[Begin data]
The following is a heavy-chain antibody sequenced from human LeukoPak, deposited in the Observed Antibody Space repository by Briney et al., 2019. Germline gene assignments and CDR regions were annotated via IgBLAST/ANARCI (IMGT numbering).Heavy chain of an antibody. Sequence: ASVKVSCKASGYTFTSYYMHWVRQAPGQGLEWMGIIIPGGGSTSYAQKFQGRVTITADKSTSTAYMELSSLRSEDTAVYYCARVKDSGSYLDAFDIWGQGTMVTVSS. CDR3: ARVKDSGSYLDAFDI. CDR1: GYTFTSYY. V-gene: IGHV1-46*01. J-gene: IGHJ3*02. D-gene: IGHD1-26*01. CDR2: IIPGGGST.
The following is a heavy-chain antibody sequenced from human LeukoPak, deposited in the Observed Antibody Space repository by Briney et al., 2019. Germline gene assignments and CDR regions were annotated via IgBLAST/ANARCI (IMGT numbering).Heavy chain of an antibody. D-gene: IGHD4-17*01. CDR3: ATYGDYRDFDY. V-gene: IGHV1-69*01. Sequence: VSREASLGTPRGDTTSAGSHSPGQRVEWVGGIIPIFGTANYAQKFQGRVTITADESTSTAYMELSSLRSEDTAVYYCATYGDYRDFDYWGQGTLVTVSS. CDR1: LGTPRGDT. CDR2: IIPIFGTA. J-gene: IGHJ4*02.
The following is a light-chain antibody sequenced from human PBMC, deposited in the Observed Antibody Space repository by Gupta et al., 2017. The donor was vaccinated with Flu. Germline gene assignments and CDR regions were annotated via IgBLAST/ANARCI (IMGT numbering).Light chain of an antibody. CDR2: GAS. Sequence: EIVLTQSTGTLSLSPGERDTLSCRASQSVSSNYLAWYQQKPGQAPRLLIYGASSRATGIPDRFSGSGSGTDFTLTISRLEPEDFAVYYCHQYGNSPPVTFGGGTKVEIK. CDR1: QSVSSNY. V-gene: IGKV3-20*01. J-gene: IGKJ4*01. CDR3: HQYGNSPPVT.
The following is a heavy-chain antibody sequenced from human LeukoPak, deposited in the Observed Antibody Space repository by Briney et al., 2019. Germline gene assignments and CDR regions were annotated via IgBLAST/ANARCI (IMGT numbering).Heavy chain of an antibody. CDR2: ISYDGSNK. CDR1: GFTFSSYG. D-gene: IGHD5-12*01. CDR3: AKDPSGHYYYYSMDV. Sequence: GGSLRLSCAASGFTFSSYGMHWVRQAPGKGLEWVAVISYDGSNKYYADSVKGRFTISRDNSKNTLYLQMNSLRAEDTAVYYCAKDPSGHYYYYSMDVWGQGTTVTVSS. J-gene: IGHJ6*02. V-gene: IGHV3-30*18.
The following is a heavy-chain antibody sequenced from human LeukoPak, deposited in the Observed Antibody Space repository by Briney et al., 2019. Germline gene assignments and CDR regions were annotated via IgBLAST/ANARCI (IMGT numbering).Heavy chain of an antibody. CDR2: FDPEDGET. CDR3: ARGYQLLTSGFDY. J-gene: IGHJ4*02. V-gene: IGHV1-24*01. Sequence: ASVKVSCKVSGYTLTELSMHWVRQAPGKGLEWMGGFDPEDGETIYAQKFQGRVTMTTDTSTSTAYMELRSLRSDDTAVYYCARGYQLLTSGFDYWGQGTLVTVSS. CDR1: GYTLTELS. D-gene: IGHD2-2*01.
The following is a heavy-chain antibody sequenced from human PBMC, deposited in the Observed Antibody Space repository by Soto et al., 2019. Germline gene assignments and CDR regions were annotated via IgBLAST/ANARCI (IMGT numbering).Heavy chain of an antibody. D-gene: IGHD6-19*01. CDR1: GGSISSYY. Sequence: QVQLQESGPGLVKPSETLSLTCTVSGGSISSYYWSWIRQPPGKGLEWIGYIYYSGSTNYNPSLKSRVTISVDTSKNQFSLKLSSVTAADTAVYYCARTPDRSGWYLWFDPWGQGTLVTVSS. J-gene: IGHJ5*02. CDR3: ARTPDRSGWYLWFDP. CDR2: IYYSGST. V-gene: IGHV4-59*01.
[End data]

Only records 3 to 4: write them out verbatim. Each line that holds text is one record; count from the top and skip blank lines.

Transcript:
The following is a light-chain antibody sequenced from human PBMC, deposited in the Observed Antibody Space repository by Gupta et al., 2017. The donor was vaccinated with Flu. Germline gene assignments and CDR regions were annotated via IgBLAST/ANARCI (IMGT numbering).Light chain of an antibody. CDR2: GAS. Sequence: EIVLTQSTGTLSLSPGERDTLSCRASQSVSSNYLAWYQQKPGQAPRLLIYGASSRATGIPDRFSGSGSGTDFTLTISRLEPEDFAVYYCHQYGNSPPVTFGGGTKVEIK. CDR1: QSVSSNY. V-gene: IGKV3-20*01. J-gene: IGKJ4*01. CDR3: HQYGNSPPVT.
The following is a heavy-chain antibody sequenced from human LeukoPak, deposited in the Observed Antibody Space repository by Briney et al., 2019. Germline gene assignments and CDR regions were annotated via IgBLAST/ANARCI (IMGT numbering).Heavy chain of an antibody. CDR2: ISYDGSNK. CDR1: GFTFSSYG. D-gene: IGHD5-12*01. CDR3: AKDPSGHYYYYSMDV. Sequence: GGSLRLSCAASGFTFSSYGMHWVRQAPGKGLEWVAVISYDGSNKYYADSVKGRFTISRDNSKNTLYLQMNSLRAEDTAVYYCAKDPSGHYYYYSMDVWGQGTTVTVSS. J-gene: IGHJ6*02. V-gene: IGHV3-30*18.